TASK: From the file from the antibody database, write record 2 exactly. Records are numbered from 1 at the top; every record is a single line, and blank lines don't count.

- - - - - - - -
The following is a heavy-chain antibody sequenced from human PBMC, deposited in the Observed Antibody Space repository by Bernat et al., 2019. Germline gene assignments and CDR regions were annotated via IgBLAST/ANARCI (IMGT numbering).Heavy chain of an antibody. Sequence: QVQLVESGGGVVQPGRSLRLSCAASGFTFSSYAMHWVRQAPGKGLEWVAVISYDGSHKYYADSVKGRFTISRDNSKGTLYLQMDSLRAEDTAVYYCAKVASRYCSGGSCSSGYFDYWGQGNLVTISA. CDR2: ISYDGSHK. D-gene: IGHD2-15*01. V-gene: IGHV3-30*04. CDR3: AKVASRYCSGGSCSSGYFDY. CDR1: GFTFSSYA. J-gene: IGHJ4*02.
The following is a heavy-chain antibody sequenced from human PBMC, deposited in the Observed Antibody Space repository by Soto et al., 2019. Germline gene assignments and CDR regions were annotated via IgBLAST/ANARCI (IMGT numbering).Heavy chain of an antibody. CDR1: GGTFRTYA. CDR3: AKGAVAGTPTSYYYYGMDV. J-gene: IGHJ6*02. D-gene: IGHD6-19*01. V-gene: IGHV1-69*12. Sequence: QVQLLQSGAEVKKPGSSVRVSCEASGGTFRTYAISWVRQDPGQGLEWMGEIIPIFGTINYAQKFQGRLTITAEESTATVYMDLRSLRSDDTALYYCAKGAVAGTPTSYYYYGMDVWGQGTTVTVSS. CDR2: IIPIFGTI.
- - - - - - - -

The following is a heavy-chain antibody sequenced from human PBMC, deposited in the Observed Antibody Space repository by Soto et al., 2019. Germline gene assignments and CDR regions were annotated via IgBLAST/ANARCI (IMGT numbering).Heavy chain of an antibody. CDR1: GGTFRTYA. CDR3: AKGAVAGTPTSYYYYGMDV. J-gene: IGHJ6*02. D-gene: IGHD6-19*01. V-gene: IGHV1-69*12. Sequence: QVQLLQSGAEVKKPGSSVRVSCEASGGTFRTYAISWVRQDPGQGLEWMGEIIPIFGTINYAQKFQGRLTITAEESTATVYMDLRSLRSDDTALYYCAKGAVAGTPTSYYYYGMDVWGQGTTVTVSS. CDR2: IIPIFGTI.